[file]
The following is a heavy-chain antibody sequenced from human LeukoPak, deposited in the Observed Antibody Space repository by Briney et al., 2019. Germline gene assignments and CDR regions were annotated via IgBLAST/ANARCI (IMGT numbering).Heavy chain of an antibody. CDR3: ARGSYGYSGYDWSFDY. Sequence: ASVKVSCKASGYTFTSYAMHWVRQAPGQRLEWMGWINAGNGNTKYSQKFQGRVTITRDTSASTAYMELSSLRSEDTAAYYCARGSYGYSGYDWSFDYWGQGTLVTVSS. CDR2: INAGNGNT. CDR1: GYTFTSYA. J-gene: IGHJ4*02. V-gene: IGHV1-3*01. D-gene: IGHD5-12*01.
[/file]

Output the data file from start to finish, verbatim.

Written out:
The following is a heavy-chain antibody sequenced from human LeukoPak, deposited in the Observed Antibody Space repository by Briney et al., 2019. Germline gene assignments and CDR regions were annotated via IgBLAST/ANARCI (IMGT numbering).Heavy chain of an antibody. CDR3: ARGSYGYSGYDWSFDY. Sequence: ASVKVSCKASGYTFTSYAMHWVRQAPGQRLEWMGWINAGNGNTKYSQKFQGRVTITRDTSASTAYMELSSLRSEDTAAYYCARGSYGYSGYDWSFDYWGQGTLVTVSS. CDR2: INAGNGNT. CDR1: GYTFTSYA. J-gene: IGHJ4*02. V-gene: IGHV1-3*01. D-gene: IGHD5-12*01.